What is your strongest memory of the place where you grew up?

Young Mia

Young Mia and her father, Brabon Palencia, dancing during Christmas

I grew up in a house called Rumah Putih. It was a modest home with generous grounds; plenty of room for children to amuse themselves outdoors. My strongest memories are of our very elaborate Christmas parties! My parents spent weeks in advance preparing for Christmas. They would hand-make beautiful large star-shaped lights that hung outside on the porch.

What are the stories you hold onto the most from your family?

I spent a lot of time with my maternal grandfather when I was growing up. He had a farm and orchards before he came to live with us. I distinctively remember him having wounds on his legs that he bathed and dressed every day.

Later on I found out that my grandfather had been a Japanese prisoner of war. He was captured and tortured for many weeks, leaving my grandmother to fend for herself and her many children. Luckily, the Japanese Occupation was drawing to an end, and my grandfather was able to escape. But because he was diabetic, his wounds never healed.

He was an incredible man, and played a huge part in my eventual gravitation towards singing.

As children

Mia and her sister, Vanessa, posing for a supermarket advertisment

How do you connect with these stories as a Malaysian?

Having grandparents who struggled to survive through the war has given me a greater sense of the age (or rather, youth) of our country. I feel that the young people of my generation take our independence and freedom for granted, and why not? They were born into a free and self-governed country. I think the weight of the fact that just two generations ago we were fighting to be our own people is often dismissed.

Malaysia is a young country. We’re still working out our kinks, but we worked really hard to be where we are today.

What aspects of your identity do you struggle with the most as a Malaysian?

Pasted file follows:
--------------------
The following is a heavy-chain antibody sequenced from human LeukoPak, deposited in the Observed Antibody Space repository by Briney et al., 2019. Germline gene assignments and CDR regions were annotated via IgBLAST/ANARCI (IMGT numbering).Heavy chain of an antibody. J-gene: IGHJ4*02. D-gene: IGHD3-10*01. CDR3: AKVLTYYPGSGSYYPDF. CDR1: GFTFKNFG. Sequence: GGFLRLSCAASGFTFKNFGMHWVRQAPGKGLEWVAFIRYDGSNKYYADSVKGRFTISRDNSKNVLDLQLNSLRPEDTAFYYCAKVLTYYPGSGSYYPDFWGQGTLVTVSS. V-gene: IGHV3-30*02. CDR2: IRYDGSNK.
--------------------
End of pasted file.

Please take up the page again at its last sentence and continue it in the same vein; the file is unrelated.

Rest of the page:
The fact that I am Sabahan means that I didn’t grow up in a Malay/Chinese/Indian [Malaysian] setting. We were oblivious to these things as children, and largely unaware of the history and growth of West Malaysia.

Growing up in an atmosphere where people in Sabah were very much just happy to be Sabahan, we had our own struggles with governance, and West Malaysia was, to a Sabahan child, a faraway place that we only visited once in a while.

When I first moved to KL, it was as if I had moved to an altogether different country! I had a lot to learn about the loves and hates of West Malaysian society, and to somehow find my place in the midst of it.

While I have come to love (and sometimes hate) KL, I think I will always be a visitor to a certain degree. It is hard working out what it means to be a Malaysian in Malaysia, when in reality we are all unique and as different as [the] sun and [the] moon. East and West Malaysia are the same country, but they are not the same place.

Describe the kind of Malaysia you would like for yourself and for future generations.

Family reunion

Family reunion Largest family reunion to date from Mia's mother, Jennifer Brand's side — circa 2005

I once had some Australian friends who came to stay with me for awhile. They kept calling people here Malays, much in the way that they would call their fellow people Australian. It took a lot of explaining before they realised that Malays and Malaysians were not the same thing. I had never really thought about it until their visit!